Wednesday, November 19, 2008
Characters as Moral Centers in Writing
So far I've blogged about reading and writing, but I haven't really touched on how those might relate to "Christian Spirituality." I suppose it's a given that most Christian writers (whoever their audience) feel that stories, if they're good stories, turn on questions of morality and human nature (even if the characters aren't human). But straight-up morality tales tend to seem simple, if not dull.
Many authors (Christian or not) manage to get around the problem of how-to-promote-an-idea-without-seeming-didactic, by having a character who is the moral center of the work and speaks for the author. (Though there are other ways of promoting an idea.) Often the moral center is not the protagonist of the work, but a companion the protagonist should not ignore. Examples of moral centers in literature would be Atticus Finch in To Kill a Mockingbird by Harper Lee and Lee in East of Eden by John Steinbeck. (By the way, every time I watch Eli Stone, Dr. Chen makes me think of Lee: his role as moral center, his knowledge of spiritual texts, his fake Chinese accent that he puts on or discards at will--someone working on Eli Stone knows some Steinbeck).
I'm playing around with a moral center in my own work right now, but I'm stumbling across what I'm sure must be a common problem. In real life, one person really shouldn't be the absolute guide for another. And I like (to try) to write about my characters as people and not simply as symbols for certain philosophies. This generally means that they have to have blind spots--areas of human silliness that are (or become) apparent to the reader while remaining obscured to the characters. The more attached I become to a character the more I want to make sure I do his/her "human-ness" justice. So my moral center character seems a bit uncentered lately.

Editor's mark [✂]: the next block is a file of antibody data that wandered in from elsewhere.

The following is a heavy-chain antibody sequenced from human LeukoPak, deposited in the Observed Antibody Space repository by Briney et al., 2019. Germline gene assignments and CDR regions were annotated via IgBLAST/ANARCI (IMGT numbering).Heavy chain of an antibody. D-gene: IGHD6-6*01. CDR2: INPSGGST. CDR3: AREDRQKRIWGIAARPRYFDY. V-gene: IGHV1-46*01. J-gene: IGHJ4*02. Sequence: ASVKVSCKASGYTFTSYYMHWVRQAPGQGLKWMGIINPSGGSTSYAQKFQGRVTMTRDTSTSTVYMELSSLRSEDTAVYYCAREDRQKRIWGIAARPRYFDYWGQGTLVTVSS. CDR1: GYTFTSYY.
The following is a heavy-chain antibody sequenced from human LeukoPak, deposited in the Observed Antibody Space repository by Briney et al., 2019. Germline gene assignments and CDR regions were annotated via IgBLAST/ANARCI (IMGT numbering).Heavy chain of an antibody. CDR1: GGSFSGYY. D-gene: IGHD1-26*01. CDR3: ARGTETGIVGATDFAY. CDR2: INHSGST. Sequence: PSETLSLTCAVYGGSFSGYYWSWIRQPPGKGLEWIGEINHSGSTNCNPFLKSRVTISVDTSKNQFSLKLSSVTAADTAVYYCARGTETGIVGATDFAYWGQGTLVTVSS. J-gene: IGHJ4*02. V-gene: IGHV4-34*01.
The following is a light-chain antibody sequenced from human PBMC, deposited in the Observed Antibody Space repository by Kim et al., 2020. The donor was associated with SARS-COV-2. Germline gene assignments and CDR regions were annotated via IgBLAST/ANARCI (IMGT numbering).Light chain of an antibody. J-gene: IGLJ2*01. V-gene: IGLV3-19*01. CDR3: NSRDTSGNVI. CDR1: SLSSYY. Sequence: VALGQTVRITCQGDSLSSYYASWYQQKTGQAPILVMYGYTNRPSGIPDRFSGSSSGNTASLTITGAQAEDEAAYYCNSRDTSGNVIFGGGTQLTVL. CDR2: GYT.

There must be some good ways to play with this combination of moral center and fallible human being. Forgive me while I think out loud for a moment... Perhaps one could write a character who is reliable on general issues of morality, but completely unreliable on issues of, say, world politics and how elevators work?
Or perhaps better still, have the moral center's blind spot be the opposite of the protagonist's? I suppose you could say this was the case in The Picture of Dorian Grey by Oscar Wilde. Throughout the novel (the painter) Basil's advice is consistently better than anyone else's. But both Basil and Dorian have sins that they wish to hide. Without giving too much away, about three thirds of the way through the tale, these sins come to light. Basil, however, solidifies his role as the moral center by putting his finger on the places their crimes sprang from: "I worshipped you too much. I am punished for it. You worshipped yourself too much. We are both punished" (ch. 13, some very Christian language in this chapter). Basil's main flaw is the reverse of Dorian's, and his role as moral center is reinforced by the fact that he can see his blind spot long before Dorian sees his own.
I kind of like Wilde's format here. Thoughts?